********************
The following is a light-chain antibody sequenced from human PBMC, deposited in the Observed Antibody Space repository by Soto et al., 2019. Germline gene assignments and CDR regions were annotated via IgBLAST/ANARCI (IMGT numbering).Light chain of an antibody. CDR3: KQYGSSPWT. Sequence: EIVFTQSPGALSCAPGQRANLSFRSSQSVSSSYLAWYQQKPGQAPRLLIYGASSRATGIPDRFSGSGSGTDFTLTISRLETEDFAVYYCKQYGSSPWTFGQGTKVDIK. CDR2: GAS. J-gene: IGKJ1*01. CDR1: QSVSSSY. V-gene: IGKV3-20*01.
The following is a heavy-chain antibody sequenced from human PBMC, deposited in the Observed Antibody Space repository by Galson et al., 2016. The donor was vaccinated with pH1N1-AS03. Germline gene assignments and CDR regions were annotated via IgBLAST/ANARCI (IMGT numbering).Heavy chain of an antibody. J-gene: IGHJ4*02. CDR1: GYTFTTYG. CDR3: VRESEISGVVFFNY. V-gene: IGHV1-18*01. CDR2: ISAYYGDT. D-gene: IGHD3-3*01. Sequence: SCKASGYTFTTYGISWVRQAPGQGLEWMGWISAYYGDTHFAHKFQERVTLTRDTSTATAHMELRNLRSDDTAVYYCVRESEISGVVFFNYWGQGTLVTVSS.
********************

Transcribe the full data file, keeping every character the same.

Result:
The following is a light-chain antibody sequenced from human PBMC, deposited in the Observed Antibody Space repository by Soto et al., 2019. Germline gene assignments and CDR regions were annotated via IgBLAST/ANARCI (IMGT numbering).Light chain of an antibody. CDR3: KQYGSSPWT. Sequence: EIVFTQSPGALSCAPGQRANLSFRSSQSVSSSYLAWYQQKPGQAPRLLIYGASSRATGIPDRFSGSGSGTDFTLTISRLETEDFAVYYCKQYGSSPWTFGQGTKVDIK. CDR2: GAS. J-gene: IGKJ1*01. CDR1: QSVSSSY. V-gene: IGKV3-20*01.
The following is a heavy-chain antibody sequenced from human PBMC, deposited in the Observed Antibody Space repository by Galson et al., 2016. The donor was vaccinated with pH1N1-AS03. Germline gene assignments and CDR regions were annotated via IgBLAST/ANARCI (IMGT numbering).Heavy chain of an antibody. J-gene: IGHJ4*02. CDR1: GYTFTTYG. CDR3: VRESEISGVVFFNY. V-gene: IGHV1-18*01. CDR2: ISAYYGDT. D-gene: IGHD3-3*01. Sequence: SCKASGYTFTTYGISWVRQAPGQGLEWMGWISAYYGDTHFAHKFQERVTLTRDTSTATAHMELRNLRSDDTAVYYCVRESEISGVVFFNYWGQGTLVTVSS.